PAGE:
Sit-ups. Push-ups. Leg lifts. Prety mundane stuff for a professional athlete, but there’s a clear purpose when Packers cornerback Al Harris does them.
“You think that was a Jane Fonda workout?” Harris asks, rubbing his chiseled stomach. “Trust me, to get the abs like this, you gotta do it.”
Adds trainer Joe Caraccio of the Atlantic Rehabilitation Center in Miami: “That’s how you maintain them.”
In Week 14 of his rehab from a serious left knee injury, Harris heads outdoors to the park in Pompano Beach, Fla., where he learned to swim and played Pop Warner football starting at age 7. To the east, he points toward the high school where he played football.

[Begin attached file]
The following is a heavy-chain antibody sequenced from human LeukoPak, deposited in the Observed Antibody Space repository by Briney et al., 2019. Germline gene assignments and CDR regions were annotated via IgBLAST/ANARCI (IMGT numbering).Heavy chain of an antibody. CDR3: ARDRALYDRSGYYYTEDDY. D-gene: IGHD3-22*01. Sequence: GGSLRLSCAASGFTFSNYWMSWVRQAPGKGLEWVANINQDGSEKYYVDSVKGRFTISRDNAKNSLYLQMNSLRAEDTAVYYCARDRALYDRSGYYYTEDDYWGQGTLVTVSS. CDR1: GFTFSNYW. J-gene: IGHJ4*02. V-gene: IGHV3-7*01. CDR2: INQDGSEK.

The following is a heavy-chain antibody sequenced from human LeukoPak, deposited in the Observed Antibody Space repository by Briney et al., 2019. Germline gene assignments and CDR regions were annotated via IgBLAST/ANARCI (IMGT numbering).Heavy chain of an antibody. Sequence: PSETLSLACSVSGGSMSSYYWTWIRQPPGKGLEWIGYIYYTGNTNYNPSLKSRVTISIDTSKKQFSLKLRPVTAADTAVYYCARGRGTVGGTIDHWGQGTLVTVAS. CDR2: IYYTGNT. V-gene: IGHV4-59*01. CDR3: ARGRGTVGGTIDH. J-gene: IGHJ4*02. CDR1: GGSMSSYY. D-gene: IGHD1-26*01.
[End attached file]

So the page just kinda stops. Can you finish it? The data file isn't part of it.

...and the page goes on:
“This little area right here is somewhat of the nucleus of my football upbringing,” Harris says.
In the water, he takes part in a resistance workout drawn up by longtime trainer Tony Sands consisting of running, sprinting and jumping.
“It’s tough, it’s hard, but it’s fair,” Sands says. “And it makes the athletes the best they can be.”
Harris is living proof.
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